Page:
Consequences of the decision[edit]

Kagama was the case that articulated Congress' plenary power over the Native American tribes in the late 19th century.[46] It reaffirmed Congress' power to pass legislation, including the Dawes Act, that would take away many of the liberties that Native Americans had been able to hold on to up until that point.[47] 19th and early 20th century U.S. lawmakers viewed the American Indians as inferior people who would benefit from being assimilated into the Euro-American culture.[48] The laws that followed the Kagama ruling were attempts to destroy the Native American cultural differences and force these tribes to share the Euro-American culture viewed by these lawmakers to be the superior culture.[49]

Criticism of the decision[edit]

The decision has been widely criticized by legal scholars. David E. Wilkins noted that if the Indian Commerce Clause or Taxation Clause[50] did not contain the authority, and the tribes had not granted it by treaty or consent, then the Major Crimes Act would be unconstitutional and the Court should have declared it void.[51] Phillip P. Frickey describes the Kagama decision as "a whirlwind of circular reasoning",[52] with the Court justifying Congressional power due to the tribe's weakness, which it also noted was due to the tribes dealing with the U.S. government. Frickey felt the decision was an embarrassment to constitutional theory, to logic, and to humanity.[fn 8] Robert N. Clinton stated that "[t]his remarkable decision obviously invoked rhetoric of colonial expansion, rather than the rhetoric of American constitutional discourse."[54] Daniel L. Rotenberg said that Kagama was "one more item on the long litany of injustices to the American Indian."[55]

Various law reviews have also been critical of the decision. The Arizona State University law journal has stated that the decision was incorrect, that the Major Crimes Act is in fact unconstitutional.[56] The University of Pennsylvania Law Review noted that "the Court promulgated what can be called the 'it-must-be-somewhere' doctrine...."[57]

See also[edit]

Footnotes[edit]

  1. ^ The Act exempted several tribes, including the Five Civilized Tribes from its provisions.[7]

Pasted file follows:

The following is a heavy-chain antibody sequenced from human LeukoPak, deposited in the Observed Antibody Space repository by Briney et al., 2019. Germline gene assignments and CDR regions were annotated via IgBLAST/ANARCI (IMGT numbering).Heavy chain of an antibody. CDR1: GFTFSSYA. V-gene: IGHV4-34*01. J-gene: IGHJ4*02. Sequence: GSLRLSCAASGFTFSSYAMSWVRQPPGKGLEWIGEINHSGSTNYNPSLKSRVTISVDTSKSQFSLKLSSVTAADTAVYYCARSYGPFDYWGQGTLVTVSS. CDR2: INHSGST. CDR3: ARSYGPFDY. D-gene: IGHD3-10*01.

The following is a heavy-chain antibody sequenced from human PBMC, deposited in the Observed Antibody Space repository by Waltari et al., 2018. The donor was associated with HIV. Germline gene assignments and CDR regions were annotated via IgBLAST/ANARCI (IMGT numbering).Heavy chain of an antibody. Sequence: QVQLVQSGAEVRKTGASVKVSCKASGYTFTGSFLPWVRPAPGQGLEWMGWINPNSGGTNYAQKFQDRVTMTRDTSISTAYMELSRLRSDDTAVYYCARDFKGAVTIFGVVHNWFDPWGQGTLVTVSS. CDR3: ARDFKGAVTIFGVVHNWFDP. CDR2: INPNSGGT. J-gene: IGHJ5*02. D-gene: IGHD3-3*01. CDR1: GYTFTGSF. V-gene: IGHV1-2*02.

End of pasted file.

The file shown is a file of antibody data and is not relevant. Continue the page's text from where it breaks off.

2. ^ Kagama was also known as Billy Pactaw.[14]
  3. ^ Iyouse was also known as Jefferson Dowd.[15]
  4. ^ The indictment charged them with "not having the fear of God before their eyes, but being moved and seduced by the institution of the devil ... had feloniously, willfully, and with malice aforethought did make an assault ... with a certain knife made of iron and steel."[21]
  5. ^ Redding had been appointed to represent Kagama by Judge Sawyer.[26]
  6. ^ Miller said that it would be "a very strained construction of this clause that a system of criminal laws for Indians ... was authorized by the grant of power to regulate commerce with the Indian tribes."[37]
  7. ^ Although it is undisputed that Kagama killed Iyouse, the Major Crimes Act only allowed the federal government to prosecute crimes on reservation land. Since the murder did not happen within that jurisdiction, a not guilty verdict was required. California declined to prosecute, although they could have done so.[45]
  8. ^ Stating "Its apparent inconsistency with the most fundamental of constitutional principles—the McCulloch understanding that Congress ordinarily possesses only that authority delegated to it in the Constitution—is an embarrassment of constitutional theory. Its slipshod method of bootstrapping a congressional plenary power over Indian affairs is an embarrassment of logic. Its holding, which intimates that congressional power over Indian affairs is limitless, is an embarrassment of humanity."[53]